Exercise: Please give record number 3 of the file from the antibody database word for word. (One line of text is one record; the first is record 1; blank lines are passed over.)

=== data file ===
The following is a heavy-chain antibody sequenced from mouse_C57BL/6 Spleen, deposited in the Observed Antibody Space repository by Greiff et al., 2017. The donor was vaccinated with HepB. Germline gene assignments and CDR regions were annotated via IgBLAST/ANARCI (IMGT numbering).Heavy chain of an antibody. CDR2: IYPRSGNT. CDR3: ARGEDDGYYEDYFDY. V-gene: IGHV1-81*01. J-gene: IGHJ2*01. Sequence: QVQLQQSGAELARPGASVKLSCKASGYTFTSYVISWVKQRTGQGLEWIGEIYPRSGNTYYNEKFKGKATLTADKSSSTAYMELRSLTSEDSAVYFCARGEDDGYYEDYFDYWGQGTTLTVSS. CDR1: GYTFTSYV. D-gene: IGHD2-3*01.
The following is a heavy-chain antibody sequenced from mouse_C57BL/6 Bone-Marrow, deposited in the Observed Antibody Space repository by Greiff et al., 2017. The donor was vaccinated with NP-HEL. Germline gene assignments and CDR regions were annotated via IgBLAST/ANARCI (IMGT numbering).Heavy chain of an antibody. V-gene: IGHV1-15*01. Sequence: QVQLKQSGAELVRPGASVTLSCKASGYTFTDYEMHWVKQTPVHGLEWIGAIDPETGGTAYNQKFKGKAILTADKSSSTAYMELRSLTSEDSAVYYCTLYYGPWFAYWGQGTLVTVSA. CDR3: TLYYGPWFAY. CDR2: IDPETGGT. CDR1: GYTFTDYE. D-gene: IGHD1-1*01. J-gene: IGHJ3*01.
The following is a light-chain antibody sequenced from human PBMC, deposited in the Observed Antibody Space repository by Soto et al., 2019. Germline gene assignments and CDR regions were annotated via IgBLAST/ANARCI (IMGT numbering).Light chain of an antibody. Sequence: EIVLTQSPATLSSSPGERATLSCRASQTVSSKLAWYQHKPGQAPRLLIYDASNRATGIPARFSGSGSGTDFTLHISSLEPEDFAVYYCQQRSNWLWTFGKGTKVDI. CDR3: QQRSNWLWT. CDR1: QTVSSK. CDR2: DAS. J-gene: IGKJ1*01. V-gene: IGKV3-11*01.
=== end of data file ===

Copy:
The following is a light-chain antibody sequenced from human PBMC, deposited in the Observed Antibody Space repository by Soto et al., 2019. Germline gene assignments and CDR regions were annotated via IgBLAST/ANARCI (IMGT numbering).Light chain of an antibody. Sequence: EIVLTQSPATLSSSPGERATLSCRASQTVSSKLAWYQHKPGQAPRLLIYDASNRATGIPARFSGSGSGTDFTLHISSLEPEDFAVYYCQQRSNWLWTFGKGTKVDI. CDR3: QQRSNWLWT. CDR1: QTVSSK. CDR2: DAS. J-gene: IGKJ1*01. V-gene: IGKV3-11*01.